After a winding journey on how to address overcrowding at Willard and Dewey Schools, it now looks like School District 65 will shelve the “cap and transfer” plan that was approved by the Board in February to manage overcrowding at Willard, Dewey and Lincolnwood Schools on a one-year basis.
At a May 10 Finance Committee meeting, Superintendent Hardy Murphy recommended that the District convert a staff lounge at Willard and art rooms at Willard and Dewey to provide classroom space to accommodate three general education kindergarten classes at each school. He also recommended keeping three general education classrooms at the third-grade levels at each school next year.
Backing Away from
‘Cap and Transfer’
District 65 administrators said at the School Board’s May 3 meeting that they were recommending a way that the District could avoid transferring incoming kindergartners from Dewey and Willard Schools to other schools on an involuntary basis under the “cap and transfer” policy. Under that policy, class size enrollment is capped at all schools, and students in excess of the cap are to be transferred to other schools.
The administrators added, though, that their recommended plan would require larger class sizes at the third-grade level at Dewey and Willard Schools.
Lora Taira, assistant director of information services for the District, said if two general education kindergarten classes were provided at Dewey and Willard next year, as originally planned, and if enrollment was capped at 23 students per class, then eight incoming kindergartners would be required to transfer from Dewey, and 15 from Willard.
“By adjusting the staffing allocations, we would be able to minimize the need for these involuntary transfers moving forward,” Ms. Taira said. “We’re recommending an adjustment to the staffing allocation for both Dewey and Willard. We’re recommending that we decrease the number of third-grade teachers by one at each school and add a kindergarten teacher to each school.”
If one third-grade teacher at both Dewey and Willard were eliminated, each school would have two general education classes at the third-grade level. The average third-grade class would be 27.5 students at Dewey, and 28 at Willard, said Ms. Taira.
The administration’s recommendation to eliminate two third-grade classes was guided by a desire to avoid adding new teachers in light of the District’s budgetary pressures, and by limited classroom space in each school. Paul Brinson, chief information officer, said he thought the District could deal with larger class sizes better than it could deal with telling parents their children had to transfer to another school on an involuntary basis.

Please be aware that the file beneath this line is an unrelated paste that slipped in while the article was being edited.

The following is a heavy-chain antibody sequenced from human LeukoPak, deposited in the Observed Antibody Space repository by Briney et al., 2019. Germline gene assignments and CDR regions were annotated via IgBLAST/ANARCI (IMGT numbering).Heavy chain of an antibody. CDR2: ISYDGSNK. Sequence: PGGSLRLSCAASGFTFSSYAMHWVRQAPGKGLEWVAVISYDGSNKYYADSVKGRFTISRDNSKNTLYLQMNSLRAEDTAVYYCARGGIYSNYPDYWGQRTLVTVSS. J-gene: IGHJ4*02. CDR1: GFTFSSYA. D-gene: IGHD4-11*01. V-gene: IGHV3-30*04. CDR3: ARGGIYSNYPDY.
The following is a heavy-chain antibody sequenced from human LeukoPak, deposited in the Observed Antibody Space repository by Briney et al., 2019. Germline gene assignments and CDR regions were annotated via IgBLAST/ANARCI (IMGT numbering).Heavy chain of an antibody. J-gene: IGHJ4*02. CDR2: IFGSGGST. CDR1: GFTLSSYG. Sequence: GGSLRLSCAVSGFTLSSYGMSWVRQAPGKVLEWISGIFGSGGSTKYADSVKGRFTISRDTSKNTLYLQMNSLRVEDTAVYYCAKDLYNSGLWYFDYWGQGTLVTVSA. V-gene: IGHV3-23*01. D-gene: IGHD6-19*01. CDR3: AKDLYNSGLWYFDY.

Board members expressed concern about the large class sizes that would result at the third-grade levels at Dewey and Willard. Bonnie Lockhart said, “I’m very concerned about 27 and 28 students being in third grade. I really don’t feel comfortable with that number. … We need to talk about what does that mean to have class sizes that large.”
Tracy Quattrocki said these options “are both going to be difficult to swallow.” She said Dewey and Willard were two of the three schools projected to be overcrowded in the next few years, and she said the Board needed to look at all the options and develop a long-term solution to address overcrowding at Dewey, Lincolnwood and Willard.
Adding Teachers and
At the Board’s Finance Committee May 10 meeting, Dr. Murphy proposed yet another change. He said, in light of some more optimistic budget scenarios, “I believe we should keep the three third-grade sections at Dewey and Willard elementary schools, as well as the three kindergartens at each school.” He said he felt the cost for two additional teaching positions could be absorbed into the budget.
To create the additional classroom space, Dr. Murphy said, “We will convert the staff lounge at Willard and the art rooms at Willard and Dewey into classrooms for the coming school year.”
He said there has been some interest in converting auditoriums and cafeterias in the District into multi-purpose rooms and building an addition at Willard. “I feel that we should plan to implement these strategies for the 2011-12 school year,” he said in a memo to the Finance Committee. He added that the cost of these capital improvements could be paid for by bonds or out of operating funds. The added classrooms, he said, “could eliminate the space concerns at both schools.”